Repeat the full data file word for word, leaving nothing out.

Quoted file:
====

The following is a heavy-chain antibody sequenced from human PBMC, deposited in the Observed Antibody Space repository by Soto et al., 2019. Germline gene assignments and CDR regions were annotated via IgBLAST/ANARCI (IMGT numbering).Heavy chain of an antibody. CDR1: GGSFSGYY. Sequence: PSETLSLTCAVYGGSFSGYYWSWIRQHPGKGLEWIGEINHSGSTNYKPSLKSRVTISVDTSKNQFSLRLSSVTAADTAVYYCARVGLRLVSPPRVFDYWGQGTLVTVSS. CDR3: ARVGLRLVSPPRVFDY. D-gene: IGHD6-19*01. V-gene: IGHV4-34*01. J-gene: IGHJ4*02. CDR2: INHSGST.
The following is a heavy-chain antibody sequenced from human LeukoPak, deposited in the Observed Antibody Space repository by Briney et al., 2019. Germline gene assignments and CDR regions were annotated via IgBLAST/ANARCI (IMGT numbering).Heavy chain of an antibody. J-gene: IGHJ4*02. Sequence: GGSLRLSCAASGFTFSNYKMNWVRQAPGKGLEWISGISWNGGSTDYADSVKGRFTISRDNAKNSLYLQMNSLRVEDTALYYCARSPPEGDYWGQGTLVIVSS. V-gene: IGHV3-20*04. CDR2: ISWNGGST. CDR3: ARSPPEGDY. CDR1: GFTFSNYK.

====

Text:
The following is a heavy-chain antibody sequenced from human PBMC, deposited in the Observed Antibody Space repository by Soto et al., 2019. Germline gene assignments and CDR regions were annotated via IgBLAST/ANARCI (IMGT numbering).Heavy chain of an antibody. CDR1: GGSFSGYY. Sequence: PSETLSLTCAVYGGSFSGYYWSWIRQHPGKGLEWIGEINHSGSTNYKPSLKSRVTISVDTSKNQFSLRLSSVTAADTAVYYCARVGLRLVSPPRVFDYWGQGTLVTVSS. CDR3: ARVGLRLVSPPRVFDY. D-gene: IGHD6-19*01. V-gene: IGHV4-34*01. J-gene: IGHJ4*02. CDR2: INHSGST.
The following is a heavy-chain antibody sequenced from human LeukoPak, deposited in the Observed Antibody Space repository by Briney et al., 2019. Germline gene assignments and CDR regions were annotated via IgBLAST/ANARCI (IMGT numbering).Heavy chain of an antibody. J-gene: IGHJ4*02. Sequence: GGSLRLSCAASGFTFSNYKMNWVRQAPGKGLEWISGISWNGGSTDYADSVKGRFTISRDNAKNSLYLQMNSLRVEDTALYYCARSPPEGDYWGQGTLVIVSS. V-gene: IGHV3-20*04. CDR2: ISWNGGST. CDR3: ARSPPEGDY. CDR1: GFTFSNYK.